To facilitate this, the Urban Land Institute held Memphis’ first RegionSmart Summit in 2016 to gather all of the area’s government, economic development and community leaders in one place to collectively address some of the region’s most pressing planning and development issues.

90. When It Rains, It Pours -

Ray’s Take

I always have an umbrella in my car. Most of the time it just takes up space and I end up pushing it aimlessly around the car to make room for other things. And there are many months of the year when an umbrella seems utterly pointless. But in Memphis, when it rains, it pours, and when that day comes I’m happy to have it. 

91. Bickerstaff the Grizzlies’ Best Option for Coach -

Would keeping interim head coach J.B. Bickerstaff be the easiest play for the Memphis Grizzlies? Absolutely.

Would keeping the 39-year-old assistant who was promoted after David Fizdale was fired amid a losing streak and conflict with star center Marc Gasol be the best budget move for the Grizzlies? Probably.

92. One-Year Turnaround? Grizzlies Vow It Can Be Done -

Mike Conley had no doubt: “With health, we’re a completely different team.” This was a day after the season ended, a 22-60 record next to the Memphis Grizzlies’ name and forever the shorthand explanation of their 2017-2018 NBA journey.

93. Sex Week Seems Tame Compared to Session Antics -

Why should UT Knoxville be limited to its annual Sex Week when Tennessee legislators are celebrating year-round?

Based on the scurrilous reports published in these parts over the last couple of years, state legislators are doing more than collecting per diems in Nashville, and there’s plenty of evidence to prove it.

94. Last Word: Failed Test, Trolley Back Story and Violent Crime Down City and County -

The state’s third problem with online student achievement testing in three years is gathering political force in Nashville. And that force is aimed for the most part at testing in general and the role it plays in evaluating teachers and students.

95. Amanda Dunham Talks Changes At East Memphis’ Grove Grill -

Twenty years after The Grove Grill opened in Laurelwood Shopping Center, the restaurant is reinventing itself with modernized decor and the recently launched Third Thursday monthly tasting series. Helping drive the changes are chef Chip Dunham – the son of Grove Grill owners Jeff and Tracey Dunham – and his wife, beverage director Amanda Dunham, who both joined the restaurant after moving to Memphis last July.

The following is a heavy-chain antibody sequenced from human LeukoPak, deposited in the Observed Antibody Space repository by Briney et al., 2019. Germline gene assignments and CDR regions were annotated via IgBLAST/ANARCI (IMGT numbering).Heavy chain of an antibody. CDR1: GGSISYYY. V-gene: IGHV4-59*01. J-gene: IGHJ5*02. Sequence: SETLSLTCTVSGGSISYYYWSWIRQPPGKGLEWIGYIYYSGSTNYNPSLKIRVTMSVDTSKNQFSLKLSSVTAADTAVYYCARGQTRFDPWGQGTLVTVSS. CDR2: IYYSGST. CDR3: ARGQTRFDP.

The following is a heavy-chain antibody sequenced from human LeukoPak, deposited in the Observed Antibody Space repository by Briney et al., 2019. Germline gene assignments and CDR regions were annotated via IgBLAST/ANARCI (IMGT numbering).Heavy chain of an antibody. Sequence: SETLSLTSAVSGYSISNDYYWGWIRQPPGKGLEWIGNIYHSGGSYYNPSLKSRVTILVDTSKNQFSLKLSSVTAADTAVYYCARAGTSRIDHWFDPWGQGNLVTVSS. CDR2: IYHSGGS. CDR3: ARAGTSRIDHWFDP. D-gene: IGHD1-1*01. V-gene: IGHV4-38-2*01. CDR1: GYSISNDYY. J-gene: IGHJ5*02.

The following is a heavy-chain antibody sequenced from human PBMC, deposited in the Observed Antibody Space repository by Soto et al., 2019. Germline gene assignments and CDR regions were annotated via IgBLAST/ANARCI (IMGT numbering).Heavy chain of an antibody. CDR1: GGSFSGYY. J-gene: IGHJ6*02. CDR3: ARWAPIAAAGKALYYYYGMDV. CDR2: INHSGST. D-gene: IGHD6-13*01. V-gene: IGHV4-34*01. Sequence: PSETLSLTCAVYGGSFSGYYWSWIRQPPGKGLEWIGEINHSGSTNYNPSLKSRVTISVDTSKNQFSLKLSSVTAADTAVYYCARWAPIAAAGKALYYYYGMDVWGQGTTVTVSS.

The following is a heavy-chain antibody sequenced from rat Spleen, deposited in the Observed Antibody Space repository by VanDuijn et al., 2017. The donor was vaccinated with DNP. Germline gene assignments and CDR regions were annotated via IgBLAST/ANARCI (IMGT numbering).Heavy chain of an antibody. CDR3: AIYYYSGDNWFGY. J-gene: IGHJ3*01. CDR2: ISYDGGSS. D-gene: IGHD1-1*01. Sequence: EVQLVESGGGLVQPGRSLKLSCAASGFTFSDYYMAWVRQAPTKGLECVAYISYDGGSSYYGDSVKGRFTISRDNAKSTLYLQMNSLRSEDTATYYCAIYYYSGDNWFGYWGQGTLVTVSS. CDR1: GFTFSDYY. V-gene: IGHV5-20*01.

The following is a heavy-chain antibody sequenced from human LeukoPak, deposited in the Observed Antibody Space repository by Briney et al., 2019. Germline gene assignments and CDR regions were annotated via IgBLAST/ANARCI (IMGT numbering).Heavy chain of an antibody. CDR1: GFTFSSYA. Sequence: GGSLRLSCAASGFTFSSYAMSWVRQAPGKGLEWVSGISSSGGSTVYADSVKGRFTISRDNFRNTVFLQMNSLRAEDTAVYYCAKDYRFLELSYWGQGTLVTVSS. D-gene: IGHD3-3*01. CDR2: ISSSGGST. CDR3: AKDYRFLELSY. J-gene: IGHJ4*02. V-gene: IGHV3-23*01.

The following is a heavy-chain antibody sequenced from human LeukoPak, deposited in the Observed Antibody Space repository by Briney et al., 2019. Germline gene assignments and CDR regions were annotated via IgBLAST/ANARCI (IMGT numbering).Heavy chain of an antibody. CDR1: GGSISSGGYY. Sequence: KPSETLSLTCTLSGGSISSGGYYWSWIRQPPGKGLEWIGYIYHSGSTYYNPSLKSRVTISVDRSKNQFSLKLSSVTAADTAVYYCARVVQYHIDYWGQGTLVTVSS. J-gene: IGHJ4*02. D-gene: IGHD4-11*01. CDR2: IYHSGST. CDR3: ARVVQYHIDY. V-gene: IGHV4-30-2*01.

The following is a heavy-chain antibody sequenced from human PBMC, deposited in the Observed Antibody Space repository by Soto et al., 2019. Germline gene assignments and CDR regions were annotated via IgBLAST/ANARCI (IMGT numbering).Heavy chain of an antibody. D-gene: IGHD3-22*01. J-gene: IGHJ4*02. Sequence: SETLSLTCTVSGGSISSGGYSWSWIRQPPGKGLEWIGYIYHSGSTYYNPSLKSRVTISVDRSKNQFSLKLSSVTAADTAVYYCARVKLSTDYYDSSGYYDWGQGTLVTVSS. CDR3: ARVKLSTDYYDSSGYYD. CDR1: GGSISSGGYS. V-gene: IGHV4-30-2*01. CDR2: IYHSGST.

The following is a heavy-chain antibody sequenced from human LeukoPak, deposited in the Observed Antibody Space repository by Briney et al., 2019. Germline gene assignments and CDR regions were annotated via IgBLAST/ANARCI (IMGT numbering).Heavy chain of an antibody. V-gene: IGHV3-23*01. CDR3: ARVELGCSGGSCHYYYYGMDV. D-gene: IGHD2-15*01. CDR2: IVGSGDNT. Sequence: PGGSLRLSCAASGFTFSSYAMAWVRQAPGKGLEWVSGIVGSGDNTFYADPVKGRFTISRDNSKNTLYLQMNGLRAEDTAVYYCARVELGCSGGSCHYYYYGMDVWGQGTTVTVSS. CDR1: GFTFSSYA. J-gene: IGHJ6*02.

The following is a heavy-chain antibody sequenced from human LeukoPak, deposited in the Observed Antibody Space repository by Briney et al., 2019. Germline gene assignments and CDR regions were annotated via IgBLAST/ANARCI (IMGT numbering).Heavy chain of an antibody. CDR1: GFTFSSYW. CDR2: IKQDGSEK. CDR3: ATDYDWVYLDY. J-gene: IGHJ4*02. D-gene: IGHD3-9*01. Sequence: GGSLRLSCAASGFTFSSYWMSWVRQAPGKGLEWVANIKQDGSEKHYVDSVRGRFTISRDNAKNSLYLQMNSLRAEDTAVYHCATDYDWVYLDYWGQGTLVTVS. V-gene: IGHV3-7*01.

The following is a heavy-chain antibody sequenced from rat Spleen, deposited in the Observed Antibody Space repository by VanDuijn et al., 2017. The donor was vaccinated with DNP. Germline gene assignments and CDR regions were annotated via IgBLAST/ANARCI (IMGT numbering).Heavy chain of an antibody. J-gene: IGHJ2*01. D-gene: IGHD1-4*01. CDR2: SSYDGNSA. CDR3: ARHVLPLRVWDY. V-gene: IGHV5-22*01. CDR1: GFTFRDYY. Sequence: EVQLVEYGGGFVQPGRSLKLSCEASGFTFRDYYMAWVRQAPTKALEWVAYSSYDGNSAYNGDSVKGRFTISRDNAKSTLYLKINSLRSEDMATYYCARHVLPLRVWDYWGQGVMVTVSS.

96. Memphis Site of One of Golf’s Greatest Events -

The hugs, the handshakes, the slaps on the back, the big smiles and loud, lengthy applause. All things normally saved in the golf world for that moment when a 75-foot eagle putt settles in the bottom of the hole.

97. What Statewide Candidates Say About Opioid Crisis, Public Safety -

The spread of opioid abuse claimed over 1,600 lives in Tennessee in 2016, and it is getting worse. Methamphetamine abuse, while not getting the headlines, has increased. Gun violence and murder is increasing. What proposals do our candidates have to help Tennesseans address these public safety issues?

98. Residents React to Cooper-Young’s Tentative Historic Overlay Status -

Though the Memphis City Council on Tuesday, April 10, granted Cooper-Young the historic overlay district status it has been seeking since last year, there is still a sense of concern among many of the residents.

99. UT Board of Trustees Appointees Go Awry -

NASHVILLE – One of Gov. Bill Haslam’s main legislative pushes ran afoul of a Legislature angry about everything from Sex Week at the University of Tennessee to the handling of the football coach hiring at the Knoxville campus.

100. After a Lost Season, Grizzlies Turn Toward NBA Draft -

For seven straight years, Exit Interview Day at FedExForum was a mixture of chronicling the season’s successes and speaking to the wish that the playoff run, whenever it ended, could have lasted longer.